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# How to compare percentage elongation of steel

## How to compare percentage elongation of steel

(OP)
Hi,

I'm trying to compare the mechanical properties of aisi 8620 steel against a British Standard. All of the data sheets list a percentage elongation using a gauge length of 2 inches (typically 16%). However the British Standard gives a minimum requirement of 19% with a gauge length of 5.65√s0. What is the effect of the different gauge length? Can i directly compare the two?

Thanks

### RE: How to compare percentage elongation of steel

First of all, it appears that you are trying to compare a data sheet stating typical properties with a spec that has minimum properties. You can't do that. Second, I don't understand the units you have provided for the gauge length in the British Standard.

### RE: How to compare percentage elongation of steel

(OP)
The data sheets are giving actual (not typical) elongation values and the British Standard gauge length is defined as: Gauge length = 5.65 √So (i.e. 5.65 x square root of the original cross-sectional area).

### RE: How to compare percentage elongation of steel

The stated values are not directly comparable between gage length values and values obtained by formula based on sample geometry.

### RE: How to compare percentage elongation of steel

Gauge length of 2 inches is normally 4D, while 5.65√s0 is 5D. In this case, the specimen is machined to .5'', 4D=2'', 5D=2.25''. Normally 4D will give you a bit higher elongation.

### RE: How to compare percentage elongation of steel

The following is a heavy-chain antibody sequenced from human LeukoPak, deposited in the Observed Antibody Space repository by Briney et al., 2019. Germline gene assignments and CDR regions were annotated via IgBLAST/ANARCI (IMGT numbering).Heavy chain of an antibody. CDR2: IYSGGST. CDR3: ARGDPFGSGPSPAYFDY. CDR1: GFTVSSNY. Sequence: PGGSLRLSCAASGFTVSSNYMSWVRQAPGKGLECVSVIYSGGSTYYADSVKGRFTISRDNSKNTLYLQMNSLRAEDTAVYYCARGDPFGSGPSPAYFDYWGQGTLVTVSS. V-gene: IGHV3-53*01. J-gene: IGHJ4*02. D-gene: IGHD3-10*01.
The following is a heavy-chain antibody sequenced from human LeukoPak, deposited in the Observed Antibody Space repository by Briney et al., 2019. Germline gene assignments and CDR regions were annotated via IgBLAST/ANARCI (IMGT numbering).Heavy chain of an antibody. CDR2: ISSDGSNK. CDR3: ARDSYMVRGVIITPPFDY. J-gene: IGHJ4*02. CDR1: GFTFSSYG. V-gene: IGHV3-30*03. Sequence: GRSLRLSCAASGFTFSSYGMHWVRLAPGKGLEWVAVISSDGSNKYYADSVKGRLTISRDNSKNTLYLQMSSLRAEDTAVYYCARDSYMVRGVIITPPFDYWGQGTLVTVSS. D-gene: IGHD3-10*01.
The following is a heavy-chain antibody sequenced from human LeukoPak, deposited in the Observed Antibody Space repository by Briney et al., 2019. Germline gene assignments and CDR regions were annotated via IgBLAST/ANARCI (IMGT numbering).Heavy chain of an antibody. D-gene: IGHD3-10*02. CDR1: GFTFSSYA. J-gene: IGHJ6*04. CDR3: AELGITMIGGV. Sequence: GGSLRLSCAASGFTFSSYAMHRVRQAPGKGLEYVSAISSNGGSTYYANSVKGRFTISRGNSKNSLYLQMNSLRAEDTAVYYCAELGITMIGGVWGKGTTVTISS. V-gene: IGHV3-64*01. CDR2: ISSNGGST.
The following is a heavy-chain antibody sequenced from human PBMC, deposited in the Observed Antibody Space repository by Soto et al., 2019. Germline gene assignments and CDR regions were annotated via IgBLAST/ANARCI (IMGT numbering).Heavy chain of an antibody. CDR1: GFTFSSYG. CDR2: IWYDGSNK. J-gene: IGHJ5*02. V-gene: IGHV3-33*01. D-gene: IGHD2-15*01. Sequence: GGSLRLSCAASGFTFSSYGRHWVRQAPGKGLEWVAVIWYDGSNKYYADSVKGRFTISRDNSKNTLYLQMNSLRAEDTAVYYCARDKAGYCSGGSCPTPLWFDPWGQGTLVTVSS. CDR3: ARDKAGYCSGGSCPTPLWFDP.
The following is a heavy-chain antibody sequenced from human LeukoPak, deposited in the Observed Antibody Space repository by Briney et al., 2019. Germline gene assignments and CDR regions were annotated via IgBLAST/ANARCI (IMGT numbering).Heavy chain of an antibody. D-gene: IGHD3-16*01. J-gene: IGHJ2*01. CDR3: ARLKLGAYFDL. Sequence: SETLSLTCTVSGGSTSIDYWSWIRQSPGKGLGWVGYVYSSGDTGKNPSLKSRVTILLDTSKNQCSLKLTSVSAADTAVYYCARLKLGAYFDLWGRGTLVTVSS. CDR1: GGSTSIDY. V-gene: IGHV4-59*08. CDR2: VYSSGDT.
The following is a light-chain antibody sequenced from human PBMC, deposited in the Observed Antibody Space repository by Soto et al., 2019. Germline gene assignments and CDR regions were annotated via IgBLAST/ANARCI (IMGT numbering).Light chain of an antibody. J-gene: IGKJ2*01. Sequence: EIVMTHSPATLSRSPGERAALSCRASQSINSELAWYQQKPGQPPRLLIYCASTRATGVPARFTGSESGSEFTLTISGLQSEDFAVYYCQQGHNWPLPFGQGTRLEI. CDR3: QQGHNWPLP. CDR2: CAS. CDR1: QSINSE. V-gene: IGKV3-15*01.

5.65√So = 5D, which makes it a standard DP5 round test bar. A longer gauge length might give you a bit longer elongation.

### RE: How to compare percentage elongation of steel

Generally speaking, shorter gauge length leads to a higher percentage of elongation, reason being the portion near breaking always deformed /elongated more, while the measured elongation is the average of the whole gauge length.

### RE: How to compare percentage elongation of steel

Ben you are right of course. my mistake.

### RE: How to compare percentage elongation of steel

A conversion of elongation values on various gauge length (proportional or non-proportional) to other gauge lengths is given in ISO 2566. Part 1 applies to carbon and low-alloy steels with tensile strength from 300 to 700 MPa.
To compare values obtained on non-proportional to proportional gauge lengths the cross section of the test specimen has to be considered.

### RE: How to compare percentage elongation of steel

(OP)

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